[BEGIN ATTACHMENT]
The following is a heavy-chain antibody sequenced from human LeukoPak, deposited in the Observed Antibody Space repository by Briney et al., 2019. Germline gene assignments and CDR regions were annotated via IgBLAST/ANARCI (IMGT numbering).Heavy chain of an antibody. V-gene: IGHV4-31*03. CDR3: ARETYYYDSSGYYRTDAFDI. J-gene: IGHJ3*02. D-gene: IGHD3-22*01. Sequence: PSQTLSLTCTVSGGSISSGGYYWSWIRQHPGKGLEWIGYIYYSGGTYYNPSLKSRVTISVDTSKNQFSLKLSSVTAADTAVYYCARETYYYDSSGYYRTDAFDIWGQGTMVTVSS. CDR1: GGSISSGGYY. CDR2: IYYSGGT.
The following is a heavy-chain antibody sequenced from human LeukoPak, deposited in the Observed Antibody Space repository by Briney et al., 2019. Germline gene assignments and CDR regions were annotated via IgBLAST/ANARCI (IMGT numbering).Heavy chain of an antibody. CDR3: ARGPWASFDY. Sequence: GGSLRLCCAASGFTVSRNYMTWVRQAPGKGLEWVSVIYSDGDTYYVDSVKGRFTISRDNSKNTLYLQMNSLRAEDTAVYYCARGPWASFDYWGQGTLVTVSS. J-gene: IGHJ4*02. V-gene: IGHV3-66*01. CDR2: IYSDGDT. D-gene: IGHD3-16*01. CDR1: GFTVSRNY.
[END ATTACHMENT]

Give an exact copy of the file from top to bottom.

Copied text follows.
The following is a heavy-chain antibody sequenced from human LeukoPak, deposited in the Observed Antibody Space repository by Briney et al., 2019. Germline gene assignments and CDR regions were annotated via IgBLAST/ANARCI (IMGT numbering).Heavy chain of an antibody. V-gene: IGHV4-31*03. CDR3: ARETYYYDSSGYYRTDAFDI. J-gene: IGHJ3*02. D-gene: IGHD3-22*01. Sequence: PSQTLSLTCTVSGGSISSGGYYWSWIRQHPGKGLEWIGYIYYSGGTYYNPSLKSRVTISVDTSKNQFSLKLSSVTAADTAVYYCARETYYYDSSGYYRTDAFDIWGQGTMVTVSS. CDR1: GGSISSGGYY. CDR2: IYYSGGT.
The following is a heavy-chain antibody sequenced from human LeukoPak, deposited in the Observed Antibody Space repository by Briney et al., 2019. Germline gene assignments and CDR regions were annotated via IgBLAST/ANARCI (IMGT numbering).Heavy chain of an antibody. CDR3: ARGPWASFDY. Sequence: GGSLRLCCAASGFTVSRNYMTWVRQAPGKGLEWVSVIYSDGDTYYVDSVKGRFTISRDNSKNTLYLQMNSLRAEDTAVYYCARGPWASFDYWGQGTLVTVSS. J-gene: IGHJ4*02. V-gene: IGHV3-66*01. CDR2: IYSDGDT. D-gene: IGHD3-16*01. CDR1: GFTVSRNY.